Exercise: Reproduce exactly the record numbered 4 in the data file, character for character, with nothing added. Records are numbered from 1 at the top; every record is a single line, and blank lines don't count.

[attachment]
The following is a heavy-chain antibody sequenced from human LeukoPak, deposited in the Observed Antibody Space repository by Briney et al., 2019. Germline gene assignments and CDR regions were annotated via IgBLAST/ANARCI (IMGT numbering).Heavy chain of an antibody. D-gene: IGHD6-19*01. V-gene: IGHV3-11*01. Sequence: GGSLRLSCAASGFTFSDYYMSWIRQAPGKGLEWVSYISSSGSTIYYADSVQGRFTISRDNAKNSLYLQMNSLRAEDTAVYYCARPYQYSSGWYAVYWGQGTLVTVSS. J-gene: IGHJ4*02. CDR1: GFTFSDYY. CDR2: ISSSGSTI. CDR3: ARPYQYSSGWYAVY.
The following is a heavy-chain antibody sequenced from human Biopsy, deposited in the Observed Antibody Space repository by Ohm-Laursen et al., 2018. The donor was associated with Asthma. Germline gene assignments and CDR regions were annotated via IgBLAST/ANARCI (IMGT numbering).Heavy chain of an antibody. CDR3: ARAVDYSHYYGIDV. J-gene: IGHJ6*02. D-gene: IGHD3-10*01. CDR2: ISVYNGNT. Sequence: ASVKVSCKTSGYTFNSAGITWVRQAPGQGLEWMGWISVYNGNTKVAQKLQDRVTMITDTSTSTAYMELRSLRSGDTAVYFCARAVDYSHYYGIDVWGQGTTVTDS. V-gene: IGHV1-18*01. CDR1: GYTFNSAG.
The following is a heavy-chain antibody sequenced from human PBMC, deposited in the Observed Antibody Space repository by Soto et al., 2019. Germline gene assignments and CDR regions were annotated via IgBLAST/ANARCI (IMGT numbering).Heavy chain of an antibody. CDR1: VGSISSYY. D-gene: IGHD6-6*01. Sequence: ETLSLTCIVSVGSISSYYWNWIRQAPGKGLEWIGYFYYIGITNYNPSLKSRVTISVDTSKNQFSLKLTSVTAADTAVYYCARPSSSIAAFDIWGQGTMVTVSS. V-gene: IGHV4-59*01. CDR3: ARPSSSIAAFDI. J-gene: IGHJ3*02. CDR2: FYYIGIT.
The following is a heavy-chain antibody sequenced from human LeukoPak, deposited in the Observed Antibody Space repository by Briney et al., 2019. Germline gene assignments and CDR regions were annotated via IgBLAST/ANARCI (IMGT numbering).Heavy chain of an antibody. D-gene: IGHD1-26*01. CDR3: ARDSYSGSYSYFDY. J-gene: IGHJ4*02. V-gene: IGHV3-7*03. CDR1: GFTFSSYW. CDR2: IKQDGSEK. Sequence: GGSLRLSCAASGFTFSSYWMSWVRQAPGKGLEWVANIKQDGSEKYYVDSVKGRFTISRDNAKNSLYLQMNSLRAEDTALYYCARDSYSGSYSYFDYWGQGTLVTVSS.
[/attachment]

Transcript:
The following is a heavy-chain antibody sequenced from human LeukoPak, deposited in the Observed Antibody Space repository by Briney et al., 2019. Germline gene assignments and CDR regions were annotated via IgBLAST/ANARCI (IMGT numbering).Heavy chain of an antibody. D-gene: IGHD1-26*01. CDR3: ARDSYSGSYSYFDY. J-gene: IGHJ4*02. V-gene: IGHV3-7*03. CDR1: GFTFSSYW. CDR2: IKQDGSEK. Sequence: GGSLRLSCAASGFTFSSYWMSWVRQAPGKGLEWVANIKQDGSEKYYVDSVKGRFTISRDNAKNSLYLQMNSLRAEDTALYYCARDSYSGSYSYFDYWGQGTLVTVSS.